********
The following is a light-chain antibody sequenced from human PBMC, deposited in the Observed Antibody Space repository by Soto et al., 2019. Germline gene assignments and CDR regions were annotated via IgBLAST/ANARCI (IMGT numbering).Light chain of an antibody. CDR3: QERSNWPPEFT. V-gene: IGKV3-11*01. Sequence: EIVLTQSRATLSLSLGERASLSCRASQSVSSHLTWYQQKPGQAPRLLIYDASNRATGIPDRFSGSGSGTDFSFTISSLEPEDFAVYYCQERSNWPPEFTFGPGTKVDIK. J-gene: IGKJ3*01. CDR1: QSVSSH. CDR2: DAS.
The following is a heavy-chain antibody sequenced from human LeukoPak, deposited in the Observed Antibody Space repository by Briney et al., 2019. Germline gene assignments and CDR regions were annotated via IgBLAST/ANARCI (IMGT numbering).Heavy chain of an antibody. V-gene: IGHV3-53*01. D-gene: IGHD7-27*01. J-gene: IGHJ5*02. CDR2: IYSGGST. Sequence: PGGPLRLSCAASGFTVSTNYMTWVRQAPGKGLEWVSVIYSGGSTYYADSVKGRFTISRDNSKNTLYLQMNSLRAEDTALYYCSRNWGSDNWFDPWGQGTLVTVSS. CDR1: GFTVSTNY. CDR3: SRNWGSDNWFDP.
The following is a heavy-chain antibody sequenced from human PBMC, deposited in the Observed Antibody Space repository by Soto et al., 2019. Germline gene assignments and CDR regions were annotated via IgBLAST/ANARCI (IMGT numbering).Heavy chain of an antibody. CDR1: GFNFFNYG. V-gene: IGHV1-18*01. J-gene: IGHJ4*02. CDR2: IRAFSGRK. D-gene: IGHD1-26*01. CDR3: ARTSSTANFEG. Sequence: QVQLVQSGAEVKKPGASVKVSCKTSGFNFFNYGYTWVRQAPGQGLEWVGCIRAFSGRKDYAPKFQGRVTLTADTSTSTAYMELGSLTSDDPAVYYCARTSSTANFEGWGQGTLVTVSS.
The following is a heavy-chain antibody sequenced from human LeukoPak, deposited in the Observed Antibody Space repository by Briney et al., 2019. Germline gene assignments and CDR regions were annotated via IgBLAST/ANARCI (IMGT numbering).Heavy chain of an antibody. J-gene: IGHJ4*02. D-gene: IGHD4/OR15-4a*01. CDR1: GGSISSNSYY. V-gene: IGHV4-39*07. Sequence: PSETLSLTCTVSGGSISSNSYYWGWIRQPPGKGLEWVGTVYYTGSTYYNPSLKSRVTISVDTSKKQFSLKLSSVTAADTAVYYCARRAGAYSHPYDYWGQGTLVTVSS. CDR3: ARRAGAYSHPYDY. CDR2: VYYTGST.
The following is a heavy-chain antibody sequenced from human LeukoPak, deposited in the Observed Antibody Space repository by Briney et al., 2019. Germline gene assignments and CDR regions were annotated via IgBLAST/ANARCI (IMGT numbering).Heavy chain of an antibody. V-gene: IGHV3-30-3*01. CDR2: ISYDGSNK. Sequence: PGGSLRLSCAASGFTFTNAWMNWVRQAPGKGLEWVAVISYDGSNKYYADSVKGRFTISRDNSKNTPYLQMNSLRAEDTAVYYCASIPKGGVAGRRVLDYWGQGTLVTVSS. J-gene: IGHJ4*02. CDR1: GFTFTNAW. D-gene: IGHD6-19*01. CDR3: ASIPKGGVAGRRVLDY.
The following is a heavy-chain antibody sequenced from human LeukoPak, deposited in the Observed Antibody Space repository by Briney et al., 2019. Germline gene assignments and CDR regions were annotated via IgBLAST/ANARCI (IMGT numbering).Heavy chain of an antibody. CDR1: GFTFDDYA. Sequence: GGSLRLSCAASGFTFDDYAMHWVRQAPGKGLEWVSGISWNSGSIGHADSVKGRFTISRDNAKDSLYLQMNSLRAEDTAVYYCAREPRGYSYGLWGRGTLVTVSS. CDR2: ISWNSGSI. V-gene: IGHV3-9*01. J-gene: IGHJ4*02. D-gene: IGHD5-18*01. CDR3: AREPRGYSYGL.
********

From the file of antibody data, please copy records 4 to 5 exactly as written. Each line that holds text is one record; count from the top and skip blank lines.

The following is a heavy-chain antibody sequenced from human LeukoPak, deposited in the Observed Antibody Space repository by Briney et al., 2019. Germline gene assignments and CDR regions were annotated via IgBLAST/ANARCI (IMGT numbering).Heavy chain of an antibody. J-gene: IGHJ4*02. D-gene: IGHD4/OR15-4a*01. CDR1: GGSISSNSYY. V-gene: IGHV4-39*07. Sequence: PSETLSLTCTVSGGSISSNSYYWGWIRQPPGKGLEWVGTVYYTGSTYYNPSLKSRVTISVDTSKKQFSLKLSSVTAADTAVYYCARRAGAYSHPYDYWGQGTLVTVSS. CDR3: ARRAGAYSHPYDY. CDR2: VYYTGST.
The following is a heavy-chain antibody sequenced from human LeukoPak, deposited in the Observed Antibody Space repository by Briney et al., 2019. Germline gene assignments and CDR regions were annotated via IgBLAST/ANARCI (IMGT numbering).Heavy chain of an antibody. V-gene: IGHV3-30-3*01. CDR2: ISYDGSNK. Sequence: PGGSLRLSCAASGFTFTNAWMNWVRQAPGKGLEWVAVISYDGSNKYYADSVKGRFTISRDNSKNTPYLQMNSLRAEDTAVYYCASIPKGGVAGRRVLDYWGQGTLVTVSS. J-gene: IGHJ4*02. CDR1: GFTFTNAW. D-gene: IGHD6-19*01. CDR3: ASIPKGGVAGRRVLDY.